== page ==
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US-Israeli computer super-worm hit Russian nuclear plant - Kaspersky

 
 
 
 
 
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The CEO of one of the world’s foremost computer security firms says the Stuxnet worm that targeted Iranian nuclear facilities may have also infiltrated similar critical systems in Russia.

If accurate, allegations that Stuxnet snuck its way into Russia could implicate the United States and Israel in an even broader act of cyberwar than previously reported.

Since Stuxnet was discovered in 2010, the media has all but confirmed that the US and Israel collaborated on the computer worm to try and cripple machinery inside Iran’s nuclear power plants. Senior White House officials speaking to the New York Times have previously lent credence to that accusation, National Security Agency whistleblower Edward Snowden confirmed in a Der Spiegel interview earlier this year and the origin of the worm is nowadays hardly contested. Speaking in Australia last week, however, the head of the international IT firm, Kaspersky Lab, raised new questions regarding the actual scope of the secretive program.

Eugene Kaspersky was making a presentation at the National Press Club of Australia on the topic of cybersecurity when he warned of the serious ramifications that could be caused by unleashing viruses.

According to the computer scientist, he received a message a few years ago from a friend who worked at a Russian nuclear power plant in which the source claimed “their internet network [was] badly infected by Stuxnet.”

The facility in question, Kaspersky added, is not wired to the Internet, suggesting that Stuxnet may have hopped its way onto an air-gapped system after being manually brought into the Russian nuke plant, such as on a portable drive.

Kaspersky didn’t point the finger at any parties in particular, but said, “Unfortunately, these people who are responsible for offensive technologies recognize cyber weapons as an opportunity.”

Security expert, Graham Cluley, wrote about the Stuxnet worm on his website this week and acknowledged, “Indeed, the very fact that it spread out of control, was what lead to its discovery by security firms.” But while companies like Kaspersky and Symantec have made great headway in tracking down the origin of Stuxnet and its sister worms, Flame and Gauss, revelations like the one last year in which Chevron claimed to have been infected by the same piece of malware has already suggested that the virus’s authors may have caused more collateral damage than they had bargained for.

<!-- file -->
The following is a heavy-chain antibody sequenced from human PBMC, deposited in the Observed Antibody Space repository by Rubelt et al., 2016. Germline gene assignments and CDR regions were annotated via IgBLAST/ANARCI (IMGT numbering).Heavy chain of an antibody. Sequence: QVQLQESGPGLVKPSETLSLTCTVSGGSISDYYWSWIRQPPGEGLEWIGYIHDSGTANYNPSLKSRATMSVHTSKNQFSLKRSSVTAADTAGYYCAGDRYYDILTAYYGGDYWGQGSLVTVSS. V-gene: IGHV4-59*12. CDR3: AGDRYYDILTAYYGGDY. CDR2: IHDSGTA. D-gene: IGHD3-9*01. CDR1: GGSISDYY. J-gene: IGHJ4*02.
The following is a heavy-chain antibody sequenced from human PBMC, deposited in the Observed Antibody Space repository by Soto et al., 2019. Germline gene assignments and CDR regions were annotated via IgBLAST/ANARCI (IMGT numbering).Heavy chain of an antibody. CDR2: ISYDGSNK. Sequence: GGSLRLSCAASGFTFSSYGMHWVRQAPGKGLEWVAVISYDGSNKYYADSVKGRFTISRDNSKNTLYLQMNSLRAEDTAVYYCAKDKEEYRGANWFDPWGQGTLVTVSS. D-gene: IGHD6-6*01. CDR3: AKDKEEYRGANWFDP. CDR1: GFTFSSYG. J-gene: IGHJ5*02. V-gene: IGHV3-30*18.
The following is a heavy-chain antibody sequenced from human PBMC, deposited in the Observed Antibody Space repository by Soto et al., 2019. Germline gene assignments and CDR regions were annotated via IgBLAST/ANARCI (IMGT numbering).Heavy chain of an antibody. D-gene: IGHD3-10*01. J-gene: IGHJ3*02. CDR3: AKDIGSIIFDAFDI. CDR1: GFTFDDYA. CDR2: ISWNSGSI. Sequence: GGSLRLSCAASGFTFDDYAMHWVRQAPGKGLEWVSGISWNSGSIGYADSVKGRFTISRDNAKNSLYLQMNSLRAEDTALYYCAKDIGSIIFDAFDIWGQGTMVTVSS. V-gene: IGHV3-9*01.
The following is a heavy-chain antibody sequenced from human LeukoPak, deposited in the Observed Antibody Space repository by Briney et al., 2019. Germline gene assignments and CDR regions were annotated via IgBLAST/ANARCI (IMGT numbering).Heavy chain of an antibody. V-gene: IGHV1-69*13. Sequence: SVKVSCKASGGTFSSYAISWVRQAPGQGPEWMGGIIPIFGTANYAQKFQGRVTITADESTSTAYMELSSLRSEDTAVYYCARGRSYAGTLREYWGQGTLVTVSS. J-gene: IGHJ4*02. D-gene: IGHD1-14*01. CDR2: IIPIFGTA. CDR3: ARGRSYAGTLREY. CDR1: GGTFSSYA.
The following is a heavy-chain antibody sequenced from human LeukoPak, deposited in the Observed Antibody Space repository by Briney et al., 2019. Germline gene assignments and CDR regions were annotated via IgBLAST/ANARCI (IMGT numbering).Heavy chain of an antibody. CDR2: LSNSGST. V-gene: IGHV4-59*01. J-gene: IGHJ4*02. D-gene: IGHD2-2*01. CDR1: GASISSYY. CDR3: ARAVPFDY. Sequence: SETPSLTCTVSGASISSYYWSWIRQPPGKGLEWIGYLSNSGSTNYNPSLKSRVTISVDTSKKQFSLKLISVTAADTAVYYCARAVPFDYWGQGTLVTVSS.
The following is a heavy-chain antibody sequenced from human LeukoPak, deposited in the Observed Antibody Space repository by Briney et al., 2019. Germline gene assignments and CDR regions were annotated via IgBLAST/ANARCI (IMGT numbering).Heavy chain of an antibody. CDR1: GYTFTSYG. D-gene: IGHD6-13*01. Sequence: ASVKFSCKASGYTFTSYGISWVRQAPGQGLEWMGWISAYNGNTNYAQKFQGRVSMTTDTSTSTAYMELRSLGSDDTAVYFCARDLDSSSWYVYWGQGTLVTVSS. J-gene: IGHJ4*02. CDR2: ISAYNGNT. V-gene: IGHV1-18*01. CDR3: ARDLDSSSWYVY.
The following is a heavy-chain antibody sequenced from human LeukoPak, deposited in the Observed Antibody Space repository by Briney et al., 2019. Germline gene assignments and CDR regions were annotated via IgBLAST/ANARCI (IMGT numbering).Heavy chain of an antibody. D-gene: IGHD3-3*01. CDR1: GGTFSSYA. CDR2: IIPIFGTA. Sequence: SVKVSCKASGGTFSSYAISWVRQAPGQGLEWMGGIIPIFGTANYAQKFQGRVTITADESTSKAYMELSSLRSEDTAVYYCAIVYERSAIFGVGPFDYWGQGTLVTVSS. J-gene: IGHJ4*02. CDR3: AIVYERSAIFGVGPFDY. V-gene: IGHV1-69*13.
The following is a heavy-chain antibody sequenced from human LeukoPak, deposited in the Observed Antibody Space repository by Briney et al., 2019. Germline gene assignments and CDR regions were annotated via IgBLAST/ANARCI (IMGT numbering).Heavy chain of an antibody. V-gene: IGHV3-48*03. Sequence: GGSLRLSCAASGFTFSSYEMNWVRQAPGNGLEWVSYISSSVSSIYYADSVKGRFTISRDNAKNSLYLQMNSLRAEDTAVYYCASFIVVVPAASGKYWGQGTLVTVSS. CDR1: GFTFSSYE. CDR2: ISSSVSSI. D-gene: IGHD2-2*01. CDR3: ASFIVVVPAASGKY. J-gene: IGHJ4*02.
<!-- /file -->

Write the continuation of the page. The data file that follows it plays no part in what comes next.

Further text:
With regards to the latest claims about the Russian plant, serious fallout could occur between major world powers if Kaspersky’s claim is correct and the disconnected nuclear system there really was infected by the Stuxnet worm.

“If the claim of the Russian nuclear plant infection is true, then it’s easy to imagine how this ‘collateral damage’ could have turned into a very serious incident indeed, with obvious diplomatic repercussions,” Cluley added.

After Kaspersky’s remarks began to circulate like wildfire on the Web, his company issued a press release reiterating the size and scope of Stuxnet, based on what scientists have already managed to learn.

“According to data from the Kaspersky Security Network, by the end of September 2010, more than 100,000 computer systems in approximately 30,000 organizations around the world were infected by Stuxnet,” the company confirmed.

As Kaspersky told the crowd in Australia, though, these computer worms — estimated to cost tens of millions of dollars to manufacture — are indeed quite capable of coming back and infecting entities it never intended to impact.

“Everything you do is a boomerang. It will get back to you,” he said.

According to Kaspersky, companies need to take necessary steps to protect themselves from hackers, whom he estimates to be behind millions of attacks every day. And even if attacks against critical infrastructure components are limited, he cautioned that no target is was too large to be subject to a cyber-attack.

“The space guys from time-to-time are coming with USBs, which are infected,” Kaspersky said. “ I’m not kidding. I was talking to Russian space guys and they said, ‘yeah, from time-to-time there are viruses on the space station.”

“So these computer networks are everywhere around,” he said, “and unfortunately they are not safe by design.”

However, major Russian nuclear authority Rosatom has denied allegations that its plant was ever affected by the Stuxnet worm.

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